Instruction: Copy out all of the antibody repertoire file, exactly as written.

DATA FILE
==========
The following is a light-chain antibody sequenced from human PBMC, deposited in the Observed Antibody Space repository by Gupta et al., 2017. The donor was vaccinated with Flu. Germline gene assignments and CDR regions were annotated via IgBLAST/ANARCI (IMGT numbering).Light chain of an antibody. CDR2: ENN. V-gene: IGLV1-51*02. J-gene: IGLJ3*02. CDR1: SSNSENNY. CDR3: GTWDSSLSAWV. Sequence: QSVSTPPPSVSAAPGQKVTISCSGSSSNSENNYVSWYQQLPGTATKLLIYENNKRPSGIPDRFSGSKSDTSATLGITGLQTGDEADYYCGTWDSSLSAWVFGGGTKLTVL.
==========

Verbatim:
The following is a light-chain antibody sequenced from human PBMC, deposited in the Observed Antibody Space repository by Gupta et al., 2017. The donor was vaccinated with Flu. Germline gene assignments and CDR regions were annotated via IgBLAST/ANARCI (IMGT numbering).Light chain of an antibody. CDR2: ENN. V-gene: IGLV1-51*02. J-gene: IGLJ3*02. CDR1: SSNSENNY. CDR3: GTWDSSLSAWV. Sequence: QSVSTPPPSVSAAPGQKVTISCSGSSSNSENNYVSWYQQLPGTATKLLIYENNKRPSGIPDRFSGSKSDTSATLGITGLQTGDEADYYCGTWDSSLSAWVFGGGTKLTVL.